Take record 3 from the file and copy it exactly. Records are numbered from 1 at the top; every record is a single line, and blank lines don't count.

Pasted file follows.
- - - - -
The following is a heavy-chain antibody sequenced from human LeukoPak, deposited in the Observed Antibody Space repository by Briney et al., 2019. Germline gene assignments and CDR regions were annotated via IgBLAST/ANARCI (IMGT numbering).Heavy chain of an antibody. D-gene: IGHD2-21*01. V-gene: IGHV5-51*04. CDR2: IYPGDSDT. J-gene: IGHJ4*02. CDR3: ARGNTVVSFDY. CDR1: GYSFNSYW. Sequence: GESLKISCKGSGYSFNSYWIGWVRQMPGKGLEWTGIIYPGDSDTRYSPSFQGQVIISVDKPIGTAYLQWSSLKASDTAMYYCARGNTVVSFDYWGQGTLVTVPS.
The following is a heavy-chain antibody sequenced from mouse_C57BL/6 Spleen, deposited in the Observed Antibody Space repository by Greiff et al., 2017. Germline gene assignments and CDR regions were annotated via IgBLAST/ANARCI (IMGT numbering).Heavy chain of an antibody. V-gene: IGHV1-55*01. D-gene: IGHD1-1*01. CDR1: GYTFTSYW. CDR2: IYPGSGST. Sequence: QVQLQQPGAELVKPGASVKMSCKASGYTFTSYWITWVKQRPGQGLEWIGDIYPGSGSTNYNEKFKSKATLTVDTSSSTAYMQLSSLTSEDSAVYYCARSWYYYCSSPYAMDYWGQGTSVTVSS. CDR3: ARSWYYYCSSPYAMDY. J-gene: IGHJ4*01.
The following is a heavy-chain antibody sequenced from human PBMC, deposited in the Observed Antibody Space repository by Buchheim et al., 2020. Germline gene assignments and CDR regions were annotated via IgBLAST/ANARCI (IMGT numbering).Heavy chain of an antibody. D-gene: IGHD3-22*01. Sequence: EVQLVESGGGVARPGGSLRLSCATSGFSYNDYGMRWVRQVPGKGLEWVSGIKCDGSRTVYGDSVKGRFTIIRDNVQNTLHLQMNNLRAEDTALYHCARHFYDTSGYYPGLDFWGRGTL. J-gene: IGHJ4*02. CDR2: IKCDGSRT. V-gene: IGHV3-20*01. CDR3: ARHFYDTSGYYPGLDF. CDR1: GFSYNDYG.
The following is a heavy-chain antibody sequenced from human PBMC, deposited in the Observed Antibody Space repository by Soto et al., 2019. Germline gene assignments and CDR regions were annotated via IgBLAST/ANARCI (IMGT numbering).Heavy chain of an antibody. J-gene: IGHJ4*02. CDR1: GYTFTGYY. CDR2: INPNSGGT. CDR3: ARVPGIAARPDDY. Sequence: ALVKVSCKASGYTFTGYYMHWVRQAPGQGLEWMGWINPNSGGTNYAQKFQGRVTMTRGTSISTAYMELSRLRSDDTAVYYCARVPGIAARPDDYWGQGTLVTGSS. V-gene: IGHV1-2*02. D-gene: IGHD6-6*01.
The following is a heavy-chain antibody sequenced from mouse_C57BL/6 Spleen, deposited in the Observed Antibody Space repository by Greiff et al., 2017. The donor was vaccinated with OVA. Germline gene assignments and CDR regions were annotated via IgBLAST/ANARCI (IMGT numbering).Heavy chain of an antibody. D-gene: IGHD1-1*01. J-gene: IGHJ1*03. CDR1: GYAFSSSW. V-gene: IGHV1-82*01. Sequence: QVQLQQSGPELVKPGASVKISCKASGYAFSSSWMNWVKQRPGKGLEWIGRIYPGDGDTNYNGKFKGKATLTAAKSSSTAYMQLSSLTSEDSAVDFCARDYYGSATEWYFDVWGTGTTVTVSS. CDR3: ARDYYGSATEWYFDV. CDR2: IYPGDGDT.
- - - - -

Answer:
The following is a heavy-chain antibody sequenced from human PBMC, deposited in the Observed Antibody Space repository by Buchheim et al., 2020. Germline gene assignments and CDR regions were annotated via IgBLAST/ANARCI (IMGT numbering).Heavy chain of an antibody. D-gene: IGHD3-22*01. Sequence: EVQLVESGGGVARPGGSLRLSCATSGFSYNDYGMRWVRQVPGKGLEWVSGIKCDGSRTVYGDSVKGRFTIIRDNVQNTLHLQMNNLRAEDTALYHCARHFYDTSGYYPGLDFWGRGTL. J-gene: IGHJ4*02. CDR2: IKCDGSRT. V-gene: IGHV3-20*01. CDR3: ARHFYDTSGYYPGLDF. CDR1: GFSYNDYG.